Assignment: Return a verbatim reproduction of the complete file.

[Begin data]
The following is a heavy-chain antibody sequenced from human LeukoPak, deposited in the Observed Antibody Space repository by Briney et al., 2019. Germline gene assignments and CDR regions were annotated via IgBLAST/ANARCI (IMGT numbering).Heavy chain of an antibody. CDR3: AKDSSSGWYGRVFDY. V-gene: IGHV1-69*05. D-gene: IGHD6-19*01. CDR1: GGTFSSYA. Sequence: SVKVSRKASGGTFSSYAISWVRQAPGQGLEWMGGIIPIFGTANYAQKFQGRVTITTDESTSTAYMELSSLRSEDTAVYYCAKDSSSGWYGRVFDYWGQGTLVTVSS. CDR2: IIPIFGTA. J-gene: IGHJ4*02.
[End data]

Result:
The following is a heavy-chain antibody sequenced from human LeukoPak, deposited in the Observed Antibody Space repository by Briney et al., 2019. Germline gene assignments and CDR regions were annotated via IgBLAST/ANARCI (IMGT numbering).Heavy chain of an antibody. CDR3: AKDSSSGWYGRVFDY. V-gene: IGHV1-69*05. D-gene: IGHD6-19*01. CDR1: GGTFSSYA. Sequence: SVKVSRKASGGTFSSYAISWVRQAPGQGLEWMGGIIPIFGTANYAQKFQGRVTITTDESTSTAYMELSSLRSEDTAVYYCAKDSSSGWYGRVFDYWGQGTLVTVSS. CDR2: IIPIFGTA. J-gene: IGHJ4*02.